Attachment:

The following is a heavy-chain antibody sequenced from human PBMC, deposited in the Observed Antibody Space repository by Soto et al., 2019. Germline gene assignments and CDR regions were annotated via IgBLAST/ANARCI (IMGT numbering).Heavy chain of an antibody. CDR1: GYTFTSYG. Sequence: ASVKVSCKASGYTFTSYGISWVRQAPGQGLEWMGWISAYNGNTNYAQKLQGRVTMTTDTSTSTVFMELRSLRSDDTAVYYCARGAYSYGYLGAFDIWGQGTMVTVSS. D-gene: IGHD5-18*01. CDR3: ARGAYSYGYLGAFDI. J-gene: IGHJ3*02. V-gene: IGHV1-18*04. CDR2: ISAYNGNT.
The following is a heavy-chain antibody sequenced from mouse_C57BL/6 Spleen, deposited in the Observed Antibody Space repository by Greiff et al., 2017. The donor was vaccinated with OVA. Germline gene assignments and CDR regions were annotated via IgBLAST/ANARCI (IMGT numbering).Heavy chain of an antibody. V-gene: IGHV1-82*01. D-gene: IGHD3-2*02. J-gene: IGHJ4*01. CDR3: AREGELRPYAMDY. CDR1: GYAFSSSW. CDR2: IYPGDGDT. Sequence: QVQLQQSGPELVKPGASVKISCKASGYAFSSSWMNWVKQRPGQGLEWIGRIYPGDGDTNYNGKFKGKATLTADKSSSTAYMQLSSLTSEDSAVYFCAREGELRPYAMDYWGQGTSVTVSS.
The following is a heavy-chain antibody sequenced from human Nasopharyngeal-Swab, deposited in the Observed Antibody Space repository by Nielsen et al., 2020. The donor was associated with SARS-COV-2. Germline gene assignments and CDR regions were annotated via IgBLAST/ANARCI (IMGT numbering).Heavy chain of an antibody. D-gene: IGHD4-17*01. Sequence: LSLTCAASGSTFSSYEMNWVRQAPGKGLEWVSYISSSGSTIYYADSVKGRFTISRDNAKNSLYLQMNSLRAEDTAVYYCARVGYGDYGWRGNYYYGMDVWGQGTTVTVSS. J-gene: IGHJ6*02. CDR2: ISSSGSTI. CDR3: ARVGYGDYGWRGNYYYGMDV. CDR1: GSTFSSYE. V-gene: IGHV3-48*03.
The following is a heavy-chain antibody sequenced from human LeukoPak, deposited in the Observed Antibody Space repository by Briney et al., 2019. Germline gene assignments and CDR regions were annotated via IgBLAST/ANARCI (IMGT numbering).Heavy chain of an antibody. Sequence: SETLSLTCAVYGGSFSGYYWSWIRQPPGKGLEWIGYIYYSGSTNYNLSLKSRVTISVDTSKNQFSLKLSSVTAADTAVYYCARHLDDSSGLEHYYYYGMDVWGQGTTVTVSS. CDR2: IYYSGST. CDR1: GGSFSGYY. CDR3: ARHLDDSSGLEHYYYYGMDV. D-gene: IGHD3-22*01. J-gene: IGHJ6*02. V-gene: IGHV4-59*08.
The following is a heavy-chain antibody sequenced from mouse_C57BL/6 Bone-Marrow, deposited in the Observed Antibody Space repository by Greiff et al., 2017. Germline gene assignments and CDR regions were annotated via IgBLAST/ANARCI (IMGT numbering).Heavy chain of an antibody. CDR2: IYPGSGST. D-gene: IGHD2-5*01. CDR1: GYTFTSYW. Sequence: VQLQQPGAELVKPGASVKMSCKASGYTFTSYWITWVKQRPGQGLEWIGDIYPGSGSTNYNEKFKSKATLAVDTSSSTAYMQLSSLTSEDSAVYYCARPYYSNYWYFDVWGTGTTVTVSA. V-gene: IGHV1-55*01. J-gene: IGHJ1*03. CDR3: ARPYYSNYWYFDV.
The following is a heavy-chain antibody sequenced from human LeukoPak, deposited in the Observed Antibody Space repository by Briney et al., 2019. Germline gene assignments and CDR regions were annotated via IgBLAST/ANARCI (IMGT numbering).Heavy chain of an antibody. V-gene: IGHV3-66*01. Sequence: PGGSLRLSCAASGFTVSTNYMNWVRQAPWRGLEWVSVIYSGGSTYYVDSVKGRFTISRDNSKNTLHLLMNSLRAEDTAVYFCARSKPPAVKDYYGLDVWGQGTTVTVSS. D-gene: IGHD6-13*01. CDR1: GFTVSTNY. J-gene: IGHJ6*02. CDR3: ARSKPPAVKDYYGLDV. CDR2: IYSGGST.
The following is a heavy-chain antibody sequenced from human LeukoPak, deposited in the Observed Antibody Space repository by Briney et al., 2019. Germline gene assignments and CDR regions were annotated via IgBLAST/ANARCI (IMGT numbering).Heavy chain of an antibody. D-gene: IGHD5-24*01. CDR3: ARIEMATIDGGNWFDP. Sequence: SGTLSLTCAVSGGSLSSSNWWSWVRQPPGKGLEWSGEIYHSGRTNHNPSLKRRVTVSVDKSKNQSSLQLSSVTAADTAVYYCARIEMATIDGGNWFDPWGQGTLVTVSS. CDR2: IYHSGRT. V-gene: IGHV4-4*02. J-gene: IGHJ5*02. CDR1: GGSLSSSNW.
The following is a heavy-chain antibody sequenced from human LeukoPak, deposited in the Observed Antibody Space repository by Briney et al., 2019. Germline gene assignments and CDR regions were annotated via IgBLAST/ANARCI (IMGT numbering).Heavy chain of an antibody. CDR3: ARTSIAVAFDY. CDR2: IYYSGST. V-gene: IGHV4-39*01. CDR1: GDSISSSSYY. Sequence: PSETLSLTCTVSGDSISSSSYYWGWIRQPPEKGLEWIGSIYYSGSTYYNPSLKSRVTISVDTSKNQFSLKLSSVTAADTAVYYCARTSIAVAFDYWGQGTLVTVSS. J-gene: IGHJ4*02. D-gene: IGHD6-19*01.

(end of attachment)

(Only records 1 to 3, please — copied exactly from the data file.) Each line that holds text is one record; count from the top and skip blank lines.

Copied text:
The following is a heavy-chain antibody sequenced from human PBMC, deposited in the Observed Antibody Space repository by Soto et al., 2019. Germline gene assignments and CDR regions were annotated via IgBLAST/ANARCI (IMGT numbering).Heavy chain of an antibody. CDR1: GYTFTSYG. Sequence: ASVKVSCKASGYTFTSYGISWVRQAPGQGLEWMGWISAYNGNTNYAQKLQGRVTMTTDTSTSTVFMELRSLRSDDTAVYYCARGAYSYGYLGAFDIWGQGTMVTVSS. D-gene: IGHD5-18*01. CDR3: ARGAYSYGYLGAFDI. J-gene: IGHJ3*02. V-gene: IGHV1-18*04. CDR2: ISAYNGNT.
The following is a heavy-chain antibody sequenced from mouse_C57BL/6 Spleen, deposited in the Observed Antibody Space repository by Greiff et al., 2017. The donor was vaccinated with OVA. Germline gene assignments and CDR regions were annotated via IgBLAST/ANARCI (IMGT numbering).Heavy chain of an antibody. V-gene: IGHV1-82*01. D-gene: IGHD3-2*02. J-gene: IGHJ4*01. CDR3: AREGELRPYAMDY. CDR1: GYAFSSSW. CDR2: IYPGDGDT. Sequence: QVQLQQSGPELVKPGASVKISCKASGYAFSSSWMNWVKQRPGQGLEWIGRIYPGDGDTNYNGKFKGKATLTADKSSSTAYMQLSSLTSEDSAVYFCAREGELRPYAMDYWGQGTSVTVSS.
The following is a heavy-chain antibody sequenced from human Nasopharyngeal-Swab, deposited in the Observed Antibody Space repository by Nielsen et al., 2020. The donor was associated with SARS-COV-2. Germline gene assignments and CDR regions were annotated via IgBLAST/ANARCI (IMGT numbering).Heavy chain of an antibody. D-gene: IGHD4-17*01. Sequence: LSLTCAASGSTFSSYEMNWVRQAPGKGLEWVSYISSSGSTIYYADSVKGRFTISRDNAKNSLYLQMNSLRAEDTAVYYCARVGYGDYGWRGNYYYGMDVWGQGTTVTVSS. J-gene: IGHJ6*02. CDR2: ISSSGSTI. CDR3: ARVGYGDYGWRGNYYYGMDV. CDR1: GSTFSSYE. V-gene: IGHV3-48*03.